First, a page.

Manuscript Releases, vol. 2 [Nos. 97-161]


MR No. 142—The Nature and Purpose of Adventist Schools

[Release requested by E. C. Walter, registrar at Pacific Union College, for use in his doctoral thesis in the field of Seventh-day Adventist education.]

These institutions which are placed here in our midst are one inducement and one constant appeal to the churches here to keep themselves in the love of God. Here is a place for youth where they may come as students to receive an education in the sciences. But is this the end of their work? If it is, they could just as well go to the colleges anywhere in our land, but it is not the end of the matter.—Manuscript 2, 1885, 2. (Sermon in Battle Creek Tabernacle, July 25, 1885.) 2MR 211.1

The Author of nature is the Author of the Bible. Creation and Christianity have one God. All who engage in the acquisition of knowledge should aim to reach the highest round of progress. Let them advance as fast and as far as they can; let their field of study be as broad as their powers can compass, making God their wisdom, clinging to Him who is infinite in knowledge, who can reveal the secrets hidden for ages, who can solve the most difficult problems for minds that believe in Him who only hath immortality, dwelling in the light that no man can approach unto.—Letter 67, 1894, p. 6. (To W. W. Prescott, January 18, 1894.) 2MR 211.2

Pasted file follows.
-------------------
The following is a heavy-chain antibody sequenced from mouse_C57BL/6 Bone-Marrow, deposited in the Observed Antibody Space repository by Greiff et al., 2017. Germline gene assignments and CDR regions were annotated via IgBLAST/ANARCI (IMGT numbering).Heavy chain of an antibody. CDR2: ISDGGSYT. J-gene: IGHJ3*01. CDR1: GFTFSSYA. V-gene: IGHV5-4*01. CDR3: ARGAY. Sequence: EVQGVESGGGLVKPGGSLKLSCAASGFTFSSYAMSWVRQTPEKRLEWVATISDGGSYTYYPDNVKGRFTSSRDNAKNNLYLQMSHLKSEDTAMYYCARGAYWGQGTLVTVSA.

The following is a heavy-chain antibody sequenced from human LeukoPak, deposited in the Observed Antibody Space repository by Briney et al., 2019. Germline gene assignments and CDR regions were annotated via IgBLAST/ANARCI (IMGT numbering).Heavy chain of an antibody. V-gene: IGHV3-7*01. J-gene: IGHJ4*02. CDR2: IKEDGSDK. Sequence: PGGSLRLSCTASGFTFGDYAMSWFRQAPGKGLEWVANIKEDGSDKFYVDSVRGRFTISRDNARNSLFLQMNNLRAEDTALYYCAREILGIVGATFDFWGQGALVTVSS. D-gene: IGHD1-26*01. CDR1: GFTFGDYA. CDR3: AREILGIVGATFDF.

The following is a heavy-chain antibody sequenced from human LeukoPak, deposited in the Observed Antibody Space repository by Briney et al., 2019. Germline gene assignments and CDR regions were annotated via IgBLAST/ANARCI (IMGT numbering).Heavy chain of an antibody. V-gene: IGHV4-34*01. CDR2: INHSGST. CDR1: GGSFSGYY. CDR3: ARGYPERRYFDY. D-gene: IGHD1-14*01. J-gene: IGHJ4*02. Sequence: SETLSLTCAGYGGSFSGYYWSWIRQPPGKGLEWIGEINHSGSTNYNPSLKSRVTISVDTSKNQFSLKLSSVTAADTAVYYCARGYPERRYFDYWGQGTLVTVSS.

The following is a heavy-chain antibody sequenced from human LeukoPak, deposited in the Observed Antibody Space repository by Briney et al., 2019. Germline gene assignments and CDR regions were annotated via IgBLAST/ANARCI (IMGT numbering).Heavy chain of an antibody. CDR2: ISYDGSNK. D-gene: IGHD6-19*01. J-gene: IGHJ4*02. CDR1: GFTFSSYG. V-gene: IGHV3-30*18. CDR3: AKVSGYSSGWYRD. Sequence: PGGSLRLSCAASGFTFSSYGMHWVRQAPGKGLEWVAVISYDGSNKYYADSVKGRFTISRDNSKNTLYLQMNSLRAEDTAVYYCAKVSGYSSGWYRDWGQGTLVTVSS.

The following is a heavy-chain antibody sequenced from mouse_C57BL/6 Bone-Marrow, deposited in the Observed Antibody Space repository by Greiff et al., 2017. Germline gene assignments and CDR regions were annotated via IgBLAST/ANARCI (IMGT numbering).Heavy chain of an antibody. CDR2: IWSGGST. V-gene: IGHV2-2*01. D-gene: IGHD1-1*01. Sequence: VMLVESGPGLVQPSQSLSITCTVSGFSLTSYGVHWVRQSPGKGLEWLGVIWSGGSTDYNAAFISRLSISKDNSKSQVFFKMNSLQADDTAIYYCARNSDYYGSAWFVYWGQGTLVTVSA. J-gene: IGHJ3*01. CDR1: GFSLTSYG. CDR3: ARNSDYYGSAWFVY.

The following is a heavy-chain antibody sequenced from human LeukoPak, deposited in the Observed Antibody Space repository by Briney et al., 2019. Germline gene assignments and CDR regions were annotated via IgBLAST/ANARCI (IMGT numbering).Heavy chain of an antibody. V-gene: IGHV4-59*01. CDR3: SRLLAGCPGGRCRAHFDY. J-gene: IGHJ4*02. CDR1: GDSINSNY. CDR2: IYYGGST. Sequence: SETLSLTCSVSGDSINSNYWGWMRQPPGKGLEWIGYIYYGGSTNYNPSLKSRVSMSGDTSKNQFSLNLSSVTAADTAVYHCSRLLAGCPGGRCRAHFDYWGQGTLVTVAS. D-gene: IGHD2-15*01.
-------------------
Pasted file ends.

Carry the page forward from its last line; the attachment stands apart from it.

Physical, mental, and moral industry must be combined in proper education.—Letter 60, 1896, p. 5. (To Herbert Lacey, “Instruction to Schools,” December 20, 1896.) 2MR 211.3

A teacher who has an intelligent knowledge of the best methods and who can not only teach the theory, but can show by example how things should be done, will never be a drug on the market.—Manuscript 61, 1897, 6. (“Our School Work,” June 8, 1897.) 2MR 211.4

The inquiry has been made, “If the end of all things is at hand, why are you making such large preparations for schools?” It is for the very reason that the end of all things is at hand that we are investing means in school buildings. We desire to call the youth away from the cities where Satan has wrought upon the minds of men under his dominion and power, to work against everything in the line of reform.—Manuscript 10a, 1898, p. 1. (“The Necessity of Establishing Schools,” February 1, 1898.) 2MR 212.1

From the light given me there is to be opened to our youth means whereby they, while attending the school, may learn how to use tools. Buildings should be erected on the school grounds by the students themselves. Under the guidance of experienced workmen, carpenters who are apt to teach, patient, kind, the youth are to learn how to build economically. Then it is essential that our printing be done where our principal school is established, and we should have a printing press and fonts of type where another class of students may be trained to manage everything connected with typesetting and press work. 2MR 212.2

Again, our youth, both men and women, should be taught how to cook savingly, and to dispense with everything in the line of flesh foods.—Manuscript 105, 1898, 1-4. (“The Education Our Schools Should Give,” August26, 1898.) 2MR 212.3